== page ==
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Infrastructure Bill Includes $350M to Study, Record, and Reduce Wildlife-Vehicle Crashes

The bipartisan compromise infrastructure continues to move forward. On Sunday, the massive public investment bill survived three more votes, winning more than 60 yeas each time. Senator John Thune continues to fight this investment in South Dakota’s economic future; the supportive Senator Mike Rounds missed all three Sunday votes.

The infrastructure bill has good things for everybody, including animals. Section 11123, “Wildlife Crossing Safety,” proposes a pilot program that will offer states, tribes, local governments, and other entities grants to reduce wildlife-vehicle collisions and improve habitat connectivity for terrestrial and aquatic species. Grantees must dedicate at least 60% of their funding to projects in rural areas.

This section directs the Department of Transportation to update and expand its 2008 report on how to reduce wildlife-vehicle collisions. That report estimated that we crash our cars into about a million critters each year, incurring $8.388 billion in vehicle repairs, hospital bills, roadkill removal, and other crash costs. DOT’s update to this study would be due eighteen months after the President signs the bill.

Section 11123 responds to one of the key data needs highlighted by the 2008 study by ordering DOT to develop a standardized methodology “for collecting and reporting spatially accurate wildlife collision and carcass data”—yes, a roadkill database. Chuckle if you will, but we can’t tell if the wildlife crossings we spend our money on are helping keep drivers and our furry friends safe if we don’t have solid data.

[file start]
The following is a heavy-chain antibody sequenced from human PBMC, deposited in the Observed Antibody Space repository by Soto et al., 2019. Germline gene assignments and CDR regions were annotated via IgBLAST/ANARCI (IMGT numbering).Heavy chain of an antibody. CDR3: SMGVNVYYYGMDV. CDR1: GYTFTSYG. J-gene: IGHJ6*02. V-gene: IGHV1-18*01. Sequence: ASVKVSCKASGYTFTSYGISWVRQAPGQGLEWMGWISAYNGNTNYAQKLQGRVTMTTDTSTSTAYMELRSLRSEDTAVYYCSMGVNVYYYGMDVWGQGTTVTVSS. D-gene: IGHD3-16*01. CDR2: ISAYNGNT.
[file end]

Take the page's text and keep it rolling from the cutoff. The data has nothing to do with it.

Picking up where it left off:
The infrastructure bill appropriates $60 million for the wildlife crossings program in 2022, then increases funding by $5 million each year through Fiscal Year 2026, for a total of $350,000,000. If the wildlife crossings and other sensible practices Section 11123 funds reduce car-critter crashes just 5%, we save as much money in crash costs as this plan spends.

State Farm Insurance has found that South Dakota drivers have the fourth-highest risk of wildlife-vehicle collisions (behind Pennsylvania, Montana, and West Virginia). Just this one tiny component of the infrastructure bill could save South Dakotans a lot of costly encounters with deer and other critters. Senator Thune may not mind if we keep crashing into deer, but the majority of the Senate and President Biden would like us and our four-legged friends to all get home safely.


  1. Mark Anderson 2021-08-09 12:20

    Well Cory, if we give all wild animals a covid shot, then we could trace them and have receivers in our cars to track them. Simple.

  2. Arlo Blundt 2021-08-09 16:55

    Well..there are probably more deer alive today in the USA than at any time in our history..We manage our forests and woodlots to increase the number of deer..there are very few large predators other than deer hunters….deer do a considerable amount of damage to the forest (eating seedlings)when they reach over population…the damage to vehicles is collatoral damage brought to us by the deer hunters and others who like lots of deer in the environment.

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